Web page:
It’s time to clean up the grill and break out the hot dogs, lawn chairs and American flags. Summer is in full swing and Independence Day is upon us. And though rain is in the forecast for Thursday, it’s unlikely everyone will hole up in their homes and spend the day indoors. Even for those who might otherwise want to spend the day in front of the TV, the Fourth of July beckons to gather outside with friends, and even strangers, to celebrate the holiday.
Many people will be spending the day, or at least a good portion of it, in the backyard with burgers on the grill and cold beverages in hand, making this a good time to remind people to be careful when cooking outdoors. It only takes a second for a fire to get out of control or for little hands to learn “hot” the hard way.
Area emergency services offer the following tips when using outdoor grills:
• Keep children and pets from the grill area; declare a 3-foot “safe zone” around the grill.
• When using a charcoal grill, purchase the proper starter fluid and store it out of reach of children and away from heat sources.
• Never add charcoal starter fluid when coals or kindling already have been ignited, and never use any flammable or combustible liquid other than charcoal starter fluid to get the fire going.
• When using a propane grill, check the propane cylinder hose for leaks before using it for the first time each year. A light soap and water solution applied to the hose will reveal escaping propane quickly by releasing bubbles.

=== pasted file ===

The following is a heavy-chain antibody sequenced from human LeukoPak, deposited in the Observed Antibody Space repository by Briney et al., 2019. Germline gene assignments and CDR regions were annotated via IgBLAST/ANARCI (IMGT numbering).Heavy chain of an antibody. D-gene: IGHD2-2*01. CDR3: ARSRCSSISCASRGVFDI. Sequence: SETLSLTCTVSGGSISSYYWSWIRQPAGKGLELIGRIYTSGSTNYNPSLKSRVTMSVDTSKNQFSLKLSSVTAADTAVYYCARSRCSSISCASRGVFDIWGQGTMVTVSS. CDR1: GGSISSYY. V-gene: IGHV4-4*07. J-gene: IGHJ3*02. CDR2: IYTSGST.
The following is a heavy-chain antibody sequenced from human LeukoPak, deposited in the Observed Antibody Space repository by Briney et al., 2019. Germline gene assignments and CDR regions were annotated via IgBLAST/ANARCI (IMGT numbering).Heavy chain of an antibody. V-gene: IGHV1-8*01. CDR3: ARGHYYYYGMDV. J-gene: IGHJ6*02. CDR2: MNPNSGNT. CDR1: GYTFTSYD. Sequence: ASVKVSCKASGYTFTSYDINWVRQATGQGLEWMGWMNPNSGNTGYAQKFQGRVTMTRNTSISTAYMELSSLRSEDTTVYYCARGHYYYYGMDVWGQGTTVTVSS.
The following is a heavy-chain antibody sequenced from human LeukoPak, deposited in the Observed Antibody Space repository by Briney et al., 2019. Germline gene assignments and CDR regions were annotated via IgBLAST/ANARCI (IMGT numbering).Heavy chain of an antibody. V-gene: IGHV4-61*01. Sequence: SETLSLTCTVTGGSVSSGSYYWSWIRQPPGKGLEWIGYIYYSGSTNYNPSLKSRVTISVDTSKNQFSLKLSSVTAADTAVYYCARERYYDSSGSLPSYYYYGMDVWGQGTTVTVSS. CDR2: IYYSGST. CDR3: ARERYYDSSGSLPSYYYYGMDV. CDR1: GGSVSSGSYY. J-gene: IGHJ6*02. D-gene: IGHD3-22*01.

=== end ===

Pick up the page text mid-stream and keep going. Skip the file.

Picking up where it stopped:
• If you smell gas while cooking, immediately get away from the grill and call the fire department. Do not attempt to move the grill.
July 4 is also a time for sparklers and bottle rockets, but all fireworks — no matter how small — can be dangerous if not used properly and under close supervision. In most cases, it’s best to leave the fireworks display to the professionals, but for anyone planning to light up the backyard, Bryan County Emergency Services suggests these safety tips:
• Light fireworks outdoors, one at a time, on a clear, smooth, flat surface away from houses, dry leaves or grass or flammable materials.
• Keep water nearby for emergencies and for pouring on misfired or spent fireworks.
• Be sure other people and pets are out of range.
• Keep unused fireworks away from firing areas. Store them in a dry, cool place out of the reach of children.
For those looking to get out and about, there is certainly no lack of fun to be had in the days ahead. Fort McAllister will hold its annual celebration from 9 a.m. to 4 p.m. Thursday, and the day at the state historic park will be chock full of musket and cannon firings, demonstrations and drills, games and even watermelon seed-spitting contests — all with the Civil War era in mind. Richmond Hill will have its annual fete in honor of the red, white and blue all day Saturday in J.F. Gregory Park, complete with live music, fishing, water slides for kids, face painting and of course a fireworks display set to go off around 9 p.m. And if you find yourself in downtown Savannah, River Street will be bustling with music and events from Thursday-Saturday, with fireworks over the river planned for 9:30 p.m.
Whatever your plans, may you have a safe and happy Fourth of July.